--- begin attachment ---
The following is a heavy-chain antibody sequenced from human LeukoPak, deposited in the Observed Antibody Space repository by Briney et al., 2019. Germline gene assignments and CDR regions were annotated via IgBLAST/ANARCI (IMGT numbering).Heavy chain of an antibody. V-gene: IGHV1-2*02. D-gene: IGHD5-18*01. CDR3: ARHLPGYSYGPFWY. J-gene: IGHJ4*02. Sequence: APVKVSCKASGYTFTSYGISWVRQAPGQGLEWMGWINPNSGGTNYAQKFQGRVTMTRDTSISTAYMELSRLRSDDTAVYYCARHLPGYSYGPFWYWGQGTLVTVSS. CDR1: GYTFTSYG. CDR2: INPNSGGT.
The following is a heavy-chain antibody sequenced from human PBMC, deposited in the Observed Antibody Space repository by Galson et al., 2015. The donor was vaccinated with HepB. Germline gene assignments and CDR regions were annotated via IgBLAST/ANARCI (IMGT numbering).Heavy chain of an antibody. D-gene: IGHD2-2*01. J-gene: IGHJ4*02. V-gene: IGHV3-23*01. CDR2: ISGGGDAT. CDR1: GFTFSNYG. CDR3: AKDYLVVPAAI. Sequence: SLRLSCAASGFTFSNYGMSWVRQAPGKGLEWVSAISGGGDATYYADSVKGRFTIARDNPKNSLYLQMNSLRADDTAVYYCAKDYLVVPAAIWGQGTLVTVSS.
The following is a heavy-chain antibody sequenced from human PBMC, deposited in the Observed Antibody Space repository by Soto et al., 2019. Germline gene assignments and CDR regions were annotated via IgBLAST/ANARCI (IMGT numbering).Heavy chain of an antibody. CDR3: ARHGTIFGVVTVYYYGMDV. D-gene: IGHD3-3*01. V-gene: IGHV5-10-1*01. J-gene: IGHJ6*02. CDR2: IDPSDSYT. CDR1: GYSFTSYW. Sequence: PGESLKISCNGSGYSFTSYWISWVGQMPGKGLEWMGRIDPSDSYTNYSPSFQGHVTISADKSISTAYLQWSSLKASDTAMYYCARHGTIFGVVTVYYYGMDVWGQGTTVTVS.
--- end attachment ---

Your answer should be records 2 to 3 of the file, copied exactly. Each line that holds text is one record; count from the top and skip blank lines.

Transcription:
The following is a heavy-chain antibody sequenced from human PBMC, deposited in the Observed Antibody Space repository by Galson et al., 2015. The donor was vaccinated with HepB. Germline gene assignments and CDR regions were annotated via IgBLAST/ANARCI (IMGT numbering).Heavy chain of an antibody. D-gene: IGHD2-2*01. J-gene: IGHJ4*02. V-gene: IGHV3-23*01. CDR2: ISGGGDAT. CDR1: GFTFSNYG. CDR3: AKDYLVVPAAI. Sequence: SLRLSCAASGFTFSNYGMSWVRQAPGKGLEWVSAISGGGDATYYADSVKGRFTIARDNPKNSLYLQMNSLRADDTAVYYCAKDYLVVPAAIWGQGTLVTVSS.
The following is a heavy-chain antibody sequenced from human PBMC, deposited in the Observed Antibody Space repository by Soto et al., 2019. Germline gene assignments and CDR regions were annotated via IgBLAST/ANARCI (IMGT numbering).Heavy chain of an antibody. CDR3: ARHGTIFGVVTVYYYGMDV. D-gene: IGHD3-3*01. V-gene: IGHV5-10-1*01. J-gene: IGHJ6*02. CDR2: IDPSDSYT. CDR1: GYSFTSYW. Sequence: PGESLKISCNGSGYSFTSYWISWVGQMPGKGLEWMGRIDPSDSYTNYSPSFQGHVTISADKSISTAYLQWSSLKASDTAMYYCARHGTIFGVVTVYYYGMDVWGQGTTVTVS.